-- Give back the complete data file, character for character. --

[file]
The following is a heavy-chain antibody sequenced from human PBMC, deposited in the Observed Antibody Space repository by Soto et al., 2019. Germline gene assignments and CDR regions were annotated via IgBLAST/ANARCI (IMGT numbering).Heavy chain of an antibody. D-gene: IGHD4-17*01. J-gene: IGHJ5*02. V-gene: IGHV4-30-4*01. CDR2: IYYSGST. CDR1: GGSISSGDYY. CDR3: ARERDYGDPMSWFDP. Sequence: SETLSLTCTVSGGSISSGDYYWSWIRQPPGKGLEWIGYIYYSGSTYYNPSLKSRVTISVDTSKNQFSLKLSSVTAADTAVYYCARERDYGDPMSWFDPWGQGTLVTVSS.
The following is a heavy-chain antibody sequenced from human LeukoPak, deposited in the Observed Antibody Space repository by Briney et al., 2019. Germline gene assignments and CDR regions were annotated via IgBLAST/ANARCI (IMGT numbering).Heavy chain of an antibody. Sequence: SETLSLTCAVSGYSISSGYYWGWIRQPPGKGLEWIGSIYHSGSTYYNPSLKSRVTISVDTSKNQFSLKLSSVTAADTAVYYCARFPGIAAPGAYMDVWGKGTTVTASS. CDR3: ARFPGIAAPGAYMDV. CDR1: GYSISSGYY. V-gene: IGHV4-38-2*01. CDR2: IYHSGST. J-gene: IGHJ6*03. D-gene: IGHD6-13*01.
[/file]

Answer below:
The following is a heavy-chain antibody sequenced from human PBMC, deposited in the Observed Antibody Space repository by Soto et al., 2019. Germline gene assignments and CDR regions were annotated via IgBLAST/ANARCI (IMGT numbering).Heavy chain of an antibody. D-gene: IGHD4-17*01. J-gene: IGHJ5*02. V-gene: IGHV4-30-4*01. CDR2: IYYSGST. CDR1: GGSISSGDYY. CDR3: ARERDYGDPMSWFDP. Sequence: SETLSLTCTVSGGSISSGDYYWSWIRQPPGKGLEWIGYIYYSGSTYYNPSLKSRVTISVDTSKNQFSLKLSSVTAADTAVYYCARERDYGDPMSWFDPWGQGTLVTVSS.
The following is a heavy-chain antibody sequenced from human LeukoPak, deposited in the Observed Antibody Space repository by Briney et al., 2019. Germline gene assignments and CDR regions were annotated via IgBLAST/ANARCI (IMGT numbering).Heavy chain of an antibody. Sequence: SETLSLTCAVSGYSISSGYYWGWIRQPPGKGLEWIGSIYHSGSTYYNPSLKSRVTISVDTSKNQFSLKLSSVTAADTAVYYCARFPGIAAPGAYMDVWGKGTTVTASS. CDR3: ARFPGIAAPGAYMDV. CDR1: GYSISSGYY. V-gene: IGHV4-38-2*01. CDR2: IYHSGST. J-gene: IGHJ6*03. D-gene: IGHD6-13*01.